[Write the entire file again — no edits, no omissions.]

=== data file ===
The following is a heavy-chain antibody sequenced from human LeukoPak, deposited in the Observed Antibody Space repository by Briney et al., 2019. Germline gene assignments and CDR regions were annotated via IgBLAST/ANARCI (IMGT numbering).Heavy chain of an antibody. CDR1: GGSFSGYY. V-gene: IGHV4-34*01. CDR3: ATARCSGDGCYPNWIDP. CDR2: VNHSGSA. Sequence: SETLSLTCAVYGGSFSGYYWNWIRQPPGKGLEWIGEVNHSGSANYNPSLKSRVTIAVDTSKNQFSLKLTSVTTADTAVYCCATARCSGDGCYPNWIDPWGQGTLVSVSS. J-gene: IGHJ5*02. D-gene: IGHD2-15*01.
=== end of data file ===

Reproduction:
The following is a heavy-chain antibody sequenced from human LeukoPak, deposited in the Observed Antibody Space repository by Briney et al., 2019. Germline gene assignments and CDR regions were annotated via IgBLAST/ANARCI (IMGT numbering).Heavy chain of an antibody. CDR1: GGSFSGYY. V-gene: IGHV4-34*01. CDR3: ATARCSGDGCYPNWIDP. CDR2: VNHSGSA. Sequence: SETLSLTCAVYGGSFSGYYWNWIRQPPGKGLEWIGEVNHSGSANYNPSLKSRVTIAVDTSKNQFSLKLTSVTTADTAVYCCATARCSGDGCYPNWIDPWGQGTLVSVSS. J-gene: IGHJ5*02. D-gene: IGHD2-15*01.